Killing Fields Mass Grave Cambodia

It is now over 40 years since the Khmer Rouge triumphed over the American-backed republican army. A victory that started what we know today as the Cambodian Genocide.

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The day that I visited the Killing Fields of Choueng Ek and S21 Prison (now the Tuol Sleng Genocide Museum), my heart broke in a million pieces. They call visiting these sort of sites ‘dark tourism’. But ‘dark tourism’ isn’t about the morbid history of a place.

I believe it is very important to learn about these dreadful events, so we don’t forget and make the same mistakes again. Besides, I don’t think it would be possible to understand Cambodia (or any other country) today without knowing about their recent history, no matter how harsh it is, so everyone should add the Killing Fields and S21 Prison to their list of places to visit in Cambodia.

Killing Fields Memorial Cambodia
This memorial in the Killing Fields holds more than 5,000 victims’ skulls


In the late 70s, during the Khmer Rouge brutal regime, almost 2 million people – over 25 per cent of the population – were killed and buried in so-called killing fields. The Khmer Rouge ordered the arrest and execution of all professionals and intellectuals, amongst other ‘suspects’. Pol Pot’s horrific regime wanted to wipe the country’s memory off and start afresh, ‘curing’ Cambodians from ‘memory sickness’ – any memories they might have of pre-revolutionary times. This starting-from-zero quest also involved destroying all existing infrastructure. Banks and hospitals were demolished, and schools were turned into prisons and execution centres.

S21 Prison Cambodia
The infamous S21 Prison, formerly a school, now the Tuol Sleng Genocide Museum

The notorious Prison S21 was one of those centres. It is estimated that it held between 14,000 and 20,000 prisoners, of which only 7 survived.

S21 Prison Cells Cambodia
The former classrooms were modified to hold tiny cells that held several prisoners at a time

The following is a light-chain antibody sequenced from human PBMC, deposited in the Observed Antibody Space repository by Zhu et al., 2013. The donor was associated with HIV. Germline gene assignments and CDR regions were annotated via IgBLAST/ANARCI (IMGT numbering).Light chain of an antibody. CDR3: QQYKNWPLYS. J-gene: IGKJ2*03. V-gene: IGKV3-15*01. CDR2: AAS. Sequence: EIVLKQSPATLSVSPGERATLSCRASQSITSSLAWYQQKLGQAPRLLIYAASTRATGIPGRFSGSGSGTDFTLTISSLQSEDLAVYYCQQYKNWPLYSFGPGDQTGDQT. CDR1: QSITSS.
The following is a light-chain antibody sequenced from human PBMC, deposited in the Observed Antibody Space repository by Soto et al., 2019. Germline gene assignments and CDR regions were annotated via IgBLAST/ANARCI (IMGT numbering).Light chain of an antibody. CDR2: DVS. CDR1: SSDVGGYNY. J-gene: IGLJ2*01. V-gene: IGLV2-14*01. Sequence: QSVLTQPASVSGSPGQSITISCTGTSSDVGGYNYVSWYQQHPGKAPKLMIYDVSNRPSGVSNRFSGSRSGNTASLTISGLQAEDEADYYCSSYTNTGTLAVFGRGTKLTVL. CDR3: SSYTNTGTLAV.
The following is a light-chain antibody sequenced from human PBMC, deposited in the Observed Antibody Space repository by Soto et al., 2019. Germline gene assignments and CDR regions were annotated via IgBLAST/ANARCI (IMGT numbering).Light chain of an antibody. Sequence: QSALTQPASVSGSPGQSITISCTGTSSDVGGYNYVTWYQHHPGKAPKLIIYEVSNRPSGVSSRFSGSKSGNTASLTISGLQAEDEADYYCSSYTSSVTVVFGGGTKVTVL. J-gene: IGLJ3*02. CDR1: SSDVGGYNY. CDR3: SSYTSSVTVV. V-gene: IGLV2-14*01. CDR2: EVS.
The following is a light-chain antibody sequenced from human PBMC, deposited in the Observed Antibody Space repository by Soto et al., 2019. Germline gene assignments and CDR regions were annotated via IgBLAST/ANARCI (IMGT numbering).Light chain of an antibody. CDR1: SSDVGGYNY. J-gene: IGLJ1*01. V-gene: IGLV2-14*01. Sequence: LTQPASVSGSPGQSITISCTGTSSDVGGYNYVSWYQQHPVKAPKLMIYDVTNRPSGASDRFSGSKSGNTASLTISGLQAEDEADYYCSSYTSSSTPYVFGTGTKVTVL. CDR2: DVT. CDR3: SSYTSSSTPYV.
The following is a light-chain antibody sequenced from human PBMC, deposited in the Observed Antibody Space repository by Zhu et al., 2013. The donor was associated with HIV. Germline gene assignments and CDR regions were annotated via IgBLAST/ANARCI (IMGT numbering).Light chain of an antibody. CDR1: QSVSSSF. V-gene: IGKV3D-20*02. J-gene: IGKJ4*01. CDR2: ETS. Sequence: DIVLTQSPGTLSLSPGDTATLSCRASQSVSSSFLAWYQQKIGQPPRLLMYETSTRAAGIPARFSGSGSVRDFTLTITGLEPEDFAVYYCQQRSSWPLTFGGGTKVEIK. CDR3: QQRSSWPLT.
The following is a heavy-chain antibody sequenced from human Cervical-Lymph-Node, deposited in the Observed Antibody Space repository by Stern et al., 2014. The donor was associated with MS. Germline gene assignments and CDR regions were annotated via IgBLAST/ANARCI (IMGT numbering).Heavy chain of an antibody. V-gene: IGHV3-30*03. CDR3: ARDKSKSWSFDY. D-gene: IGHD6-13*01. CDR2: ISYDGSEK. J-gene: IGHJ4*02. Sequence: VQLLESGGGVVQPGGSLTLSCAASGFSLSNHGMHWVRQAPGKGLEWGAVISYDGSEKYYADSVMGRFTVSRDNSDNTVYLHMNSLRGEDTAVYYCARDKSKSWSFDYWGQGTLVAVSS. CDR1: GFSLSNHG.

S21 Prison Victims Cambodia
Victims of the Cambodian Genocide that were held at S21 Prison


There are only two survivors left, one of who is Chum Mey, an 87 year old mechanic. His life was only spared because he was good at repairing machines for Pol Pot’s soldiers. Nowadays, you can find him signing books at the former prison in Phnom Phen, always smiling and happy to take photos and have a chat with visitors.

Spending time in these two sites takes quite an emotional toll on you. It is not an easy day and what you learn is hard to digest. But you will leave with a better of understanding of Cambodia and its people, of their resilience and determination to survive despite all the horrors they have gone through.

S21 Prison Cell Torture Bed Cambodia
Classroom turned into torture chamber at Prison S21
S21 Prison Rules Cambodia
The Rules and Regulations of Prison S21
Killing Fields Tree Children Cambodia
The Killing Tree in the Killing Fields
Killing Fields Skulls Cambodia
Victims’ skulls in the Killing Fields Memorial

Getting there

The Tuol Sleng Genocide Museum is very accessible, as it is relatively central in Phnom Penh. However, to get to the Killing Fields, you will need to hire a tuk tuk driver for the day. It will cost around $15 USD whether you use it to get to both places or just one, and the driver will wait for you while you visit. Admission to both sites will cost $12 USD per person.

Don’t leave Cambodia without visiting Siem Reap and the magnificent Angkor Wat temple complex.

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Killing Fields and S21 Prison Cambodia
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  1. Kim says:

    Great post, Teresa. I’ve visited both S21 & the Killing Fields a couple of times and there’s no denying you can feel the horror of what happened there. I agree too, this part of history (along with other “dark tourism” sites) should not be ignored. They are valuable lessons for today.

    • Teresa says:

      Thanks Kim. These are certainly sobering sites, and I strongly believe that if we don’t learn from them we will for sure make the same mistakes again. And we must not let that happen.

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